One of the most common characteristics of successful entrepreneurs is that they launched their ventures while they were young. According to a survey done by Ernst and young with nearly 700 entrepreneurs, more than half of them launched their companies while they were in their twenties. The survey also found that they did not jumpstart their ventures straight after finishing higher education. They had to gain real-world experience before they could launch their own venture. However, nearly a third of the people who participated in the survey said that higher education provided them with the grounding they needed for their business practice. Having an entrepreneurial component in higher education will greatly aid in the creation of more entrepreneurs and ventures, in turn creating job opportunities.
How feasible is it?
To become a successful entrepreneur, a positive attitude and a positive support structure are a must. This will foster positive opportunism and greater acceptance of failure. Universities can give students useful and systematic knowledge on all aspects of running a business, and equip them with the necessary tools to prepare them for eventualities. It goes without saying that campus life will give them plenty of opportunities to test their business ideas and get feedback on their work. They also get to analyze the variables of the trade-in a systematic way, formulate and test hypotheses, and think about abstract concepts. If they can learn to solve problems and make creative decisions based on reliable data, they will learn how to run a business that operates with a high degree of accountability. This will teach them how to successfully manage commercial concerns in the long run.
The right age, the ripe age
College students are in a very important transitional phase in their life. As they start to explore personal independence, their identities start to solidify. If they receive the right stimulation, it allows them to develop a higher degree of self-control and work on their vision. Universities must include courses and facilities that teach students critical thinking and risk-taking. This will help them form an identity as a bussing entrepreneur. Observational and experiential learning must be given equal importance. In other words, the course must focus o both theory and practice.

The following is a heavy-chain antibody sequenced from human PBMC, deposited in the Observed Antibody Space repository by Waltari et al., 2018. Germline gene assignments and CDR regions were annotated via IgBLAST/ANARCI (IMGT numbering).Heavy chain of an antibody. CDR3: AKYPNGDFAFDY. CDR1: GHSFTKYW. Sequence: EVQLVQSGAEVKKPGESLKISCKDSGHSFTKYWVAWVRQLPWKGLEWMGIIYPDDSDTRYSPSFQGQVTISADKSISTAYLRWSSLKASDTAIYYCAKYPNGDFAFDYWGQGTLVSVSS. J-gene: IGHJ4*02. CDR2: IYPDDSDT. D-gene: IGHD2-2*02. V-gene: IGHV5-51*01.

Universities must provide facilitators who are capable of delivering the content to students. This includes both academics and successful entrepreneurs. The delivery methods must also be diverse to cater to the widest possible cross-section of students as possible. Internet media, incubation support, simulations, help to develop a business plan, internship opportunities, case studies, one-on-one interactions, study visits, project work, mentoring, and competition among others will help support successful implementation of an entrepreneurship education curriculum.
A functional framework for entrepreneurship education
Students need requisite knowledge and skillset to conduct their study with a focus on selection and recruitment. This must be accompanied by a supportive environment and motivating incentives like grants along with a grading system that allows them to conduct their study in an effective way. Lecturers can aid them with progress reviews, using the right teaching methods, and implementing a reward system to acknowledge their participation.
For entrepreneurship education in higher education to be a success, graduates must possess certain core competencies. They need to be able to identify and evaluate business opportunities, identify and solve problems, make the right decisions at the right time, network, communicate effectively, and display out of the box thinking. If they can tick all the above boxes, then they have demonstrated that they have the core competencies needed to kick-start their own venture. Graduates must also be capable of developing a business plan that can sustain after launch. Apropos sustainability, the venture must be able to provide employment, make enough profits to fuel expansion, innovate consistently and effectively, develop a strong public image, and satisfy all stakeholders. If such a structured framework can be executed successfully, we will be able to integrate it with the existing curriculum and scale it up on a national level.